• After a team has selected three reasonable criteria for evaluation, guide them to use the Final Project Checklist and Rubric to help create descriptions of what would demonstrate high impact, moderate impact, and low impact in each criterion.
  • Conclude by having teams test out their rubrics on one of the five solutions they learned about in this activity. Remind teams that they will have to find five other solutions in the next activity as contest entrants, so this is just a trial of their rubric to ensure that the team knows how to use it.
  • All handouts from this activity should be stored in the publishing team’s project folder for use in upcoming activities.

Informal Assessment

Students’ analysis of the five different solutions, especially the advantages and disadvantages of each, should draw on what they have learned about the sources of the plastic pollution problem and provide insights into their current understanding and ideas about evaluating competing design solutions. The ability of teams to agree on three meaningful criteria for their rubric demonstrates their higher-level thinking and collaborative group work skills.

Subjects & Disciplines

Learning Objectives

Students will:

  • Investigate solutions to the ocean plastic waste crisis.

Teaching Approach

  • Project-based learning

Teaching Methods

  • Jigsaw
  • Modeling
  • Research

Skills Summary

This activity targets the following skills:

Connections to National Standards, Principles, and Practices

National Geography Standards

  • Standard 14:  How human actions modify the physical environment

Next Generation Science Standards

What You’ll Need

Required Technology

  • Internet Access: Required
  • Tech Setup: 1 computer per pair

Physical Space

  • Classroom


  • Jigsaw grouping
  • Large-group instruction
  • Small-group learning
  • Small-group work

Background Information

Many solutions are taking aim at the plastics crisis, but none of them are a silver bullet. All sectors of society must collaborate to solve a problem that involves every aspect of modern life and touches every corner of our planet. Solutions may come from consumers, activists, engineers, artists, governments, corporations, educational institutions, and even nature itself.


Plastic bag bans, anti-straw campaigns, compostable plastics, and reusable water bottles are gaining momentum globally. However, they are not without opponents, whether selfish or sincere. Some consumers prefer the convenience of disposable goods, and the plastics industry is large, profitable, and influential. On the other hand, people with disabilities may depend on plastic straws to be able to drink. Small businesses fear they may lose revenue if they charge customers for plastic bags. Some studies suggest that reusable coffee mugs may have a greater environmental impact than single-use cups, depending on how many times the mug is actually reused. Indeed, reusable products still require mining or harvesting raw materials and must be cleaned, both of which impact the environment.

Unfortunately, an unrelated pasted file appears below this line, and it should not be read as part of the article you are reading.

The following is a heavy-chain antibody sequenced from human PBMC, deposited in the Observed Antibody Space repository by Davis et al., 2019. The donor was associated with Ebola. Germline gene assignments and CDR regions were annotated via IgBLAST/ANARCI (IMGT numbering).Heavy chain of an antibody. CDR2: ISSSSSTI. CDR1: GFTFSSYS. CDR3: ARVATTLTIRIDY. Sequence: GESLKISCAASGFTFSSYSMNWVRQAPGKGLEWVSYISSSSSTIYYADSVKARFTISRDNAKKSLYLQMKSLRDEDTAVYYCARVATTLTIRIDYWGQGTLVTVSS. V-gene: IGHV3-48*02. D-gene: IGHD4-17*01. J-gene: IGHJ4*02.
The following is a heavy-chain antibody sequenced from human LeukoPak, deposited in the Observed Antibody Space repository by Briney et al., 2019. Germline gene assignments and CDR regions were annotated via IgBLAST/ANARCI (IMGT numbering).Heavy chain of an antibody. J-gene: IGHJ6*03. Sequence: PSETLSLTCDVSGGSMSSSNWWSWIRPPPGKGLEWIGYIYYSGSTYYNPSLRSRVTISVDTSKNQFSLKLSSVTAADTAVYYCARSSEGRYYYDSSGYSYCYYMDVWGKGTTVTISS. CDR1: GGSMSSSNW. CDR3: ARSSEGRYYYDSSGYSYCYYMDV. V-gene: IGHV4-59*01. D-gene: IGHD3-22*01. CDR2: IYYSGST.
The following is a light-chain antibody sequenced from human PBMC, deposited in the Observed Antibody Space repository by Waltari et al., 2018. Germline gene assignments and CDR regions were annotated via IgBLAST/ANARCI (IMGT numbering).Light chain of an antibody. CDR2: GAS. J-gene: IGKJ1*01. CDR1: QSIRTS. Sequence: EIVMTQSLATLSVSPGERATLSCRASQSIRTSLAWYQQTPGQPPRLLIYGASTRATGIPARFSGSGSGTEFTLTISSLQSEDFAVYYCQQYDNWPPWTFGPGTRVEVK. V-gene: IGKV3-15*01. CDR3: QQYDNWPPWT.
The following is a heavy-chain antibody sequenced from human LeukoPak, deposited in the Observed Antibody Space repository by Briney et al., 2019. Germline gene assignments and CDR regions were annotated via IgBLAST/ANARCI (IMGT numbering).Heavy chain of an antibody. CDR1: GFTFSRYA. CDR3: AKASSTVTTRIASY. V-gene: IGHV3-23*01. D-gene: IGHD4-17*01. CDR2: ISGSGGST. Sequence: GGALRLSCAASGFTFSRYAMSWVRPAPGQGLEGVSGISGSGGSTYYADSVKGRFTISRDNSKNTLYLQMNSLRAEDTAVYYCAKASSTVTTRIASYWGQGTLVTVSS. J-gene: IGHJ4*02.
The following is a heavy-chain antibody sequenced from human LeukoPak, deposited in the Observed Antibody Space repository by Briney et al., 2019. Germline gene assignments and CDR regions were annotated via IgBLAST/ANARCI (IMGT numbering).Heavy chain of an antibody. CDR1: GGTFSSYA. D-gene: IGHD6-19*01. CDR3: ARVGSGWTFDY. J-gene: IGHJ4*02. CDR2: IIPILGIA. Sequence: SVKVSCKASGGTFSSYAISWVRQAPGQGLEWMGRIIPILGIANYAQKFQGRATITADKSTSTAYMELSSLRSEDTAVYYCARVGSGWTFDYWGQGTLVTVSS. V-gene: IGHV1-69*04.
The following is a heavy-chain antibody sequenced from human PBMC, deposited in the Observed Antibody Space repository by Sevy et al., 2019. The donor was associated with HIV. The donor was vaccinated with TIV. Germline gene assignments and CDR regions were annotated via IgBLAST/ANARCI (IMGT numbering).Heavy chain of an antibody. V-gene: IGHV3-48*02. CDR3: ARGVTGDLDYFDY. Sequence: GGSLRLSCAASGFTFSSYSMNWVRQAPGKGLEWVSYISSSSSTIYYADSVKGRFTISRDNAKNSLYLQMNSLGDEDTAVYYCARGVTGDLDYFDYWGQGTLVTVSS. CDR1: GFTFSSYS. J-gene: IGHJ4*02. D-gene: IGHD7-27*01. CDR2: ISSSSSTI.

As history demonstrates, all actions have consequences, many of them unintended. Remember that plastics were invented to halt the harvest of ivory from endangered elephants. Solutions that seem ingenious can become problematic when scaled up. For example, many so-called compostable plastics require an industrial composting facility to biodegrade, and will not break down in a landfill, a backyard compost pile, or the ocean. Highly publicized engineering feats such as the Ocean Cleanup have encountered technical difficulties, such as breaking apart in the middle of the Pacific Ocean and impacting marine food webs. Meanwhile, feel-good stories about the end of plastic straws seldom mention that straws comprise only about 1 percent of marine plastics. Hope and optimism must be balanced with a critical lens toward proposed solutions.



capable of disintegrating and biodegrading in a compost pile or commercial composting facility.


limitation or obstacle.

Plural Noun

set of standards or rules.


having to do with money.


following an orderly method or plan.